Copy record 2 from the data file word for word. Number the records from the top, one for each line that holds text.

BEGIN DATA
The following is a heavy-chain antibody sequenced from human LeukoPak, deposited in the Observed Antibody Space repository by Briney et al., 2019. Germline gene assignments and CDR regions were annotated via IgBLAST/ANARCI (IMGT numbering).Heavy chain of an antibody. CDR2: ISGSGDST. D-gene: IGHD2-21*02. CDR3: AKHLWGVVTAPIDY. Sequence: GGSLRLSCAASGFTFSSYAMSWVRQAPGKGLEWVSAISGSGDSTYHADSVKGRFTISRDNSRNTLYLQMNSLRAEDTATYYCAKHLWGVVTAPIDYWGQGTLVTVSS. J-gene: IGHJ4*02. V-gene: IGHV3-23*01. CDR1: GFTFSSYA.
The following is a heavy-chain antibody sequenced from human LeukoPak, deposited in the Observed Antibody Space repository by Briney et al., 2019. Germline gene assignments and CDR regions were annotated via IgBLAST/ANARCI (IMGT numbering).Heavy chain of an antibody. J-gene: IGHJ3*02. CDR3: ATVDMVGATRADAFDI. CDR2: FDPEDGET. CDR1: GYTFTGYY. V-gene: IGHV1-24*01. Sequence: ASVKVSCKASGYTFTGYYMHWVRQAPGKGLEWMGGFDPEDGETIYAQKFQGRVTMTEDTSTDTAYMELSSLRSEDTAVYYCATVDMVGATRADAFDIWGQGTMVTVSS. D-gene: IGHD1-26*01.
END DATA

The following is a heavy-chain antibody sequenced from human LeukoPak, deposited in the Observed Antibody Space repository by Briney et al., 2019. Germline gene assignments and CDR regions were annotated via IgBLAST/ANARCI (IMGT numbering).Heavy chain of an antibody. J-gene: IGHJ3*02. CDR3: ATVDMVGATRADAFDI. CDR2: FDPEDGET. CDR1: GYTFTGYY. V-gene: IGHV1-24*01. Sequence: ASVKVSCKASGYTFTGYYMHWVRQAPGKGLEWMGGFDPEDGETIYAQKFQGRVTMTEDTSTDTAYMELSSLRSEDTAVYYCATVDMVGATRADAFDIWGQGTMVTVSS. D-gene: IGHD1-26*01.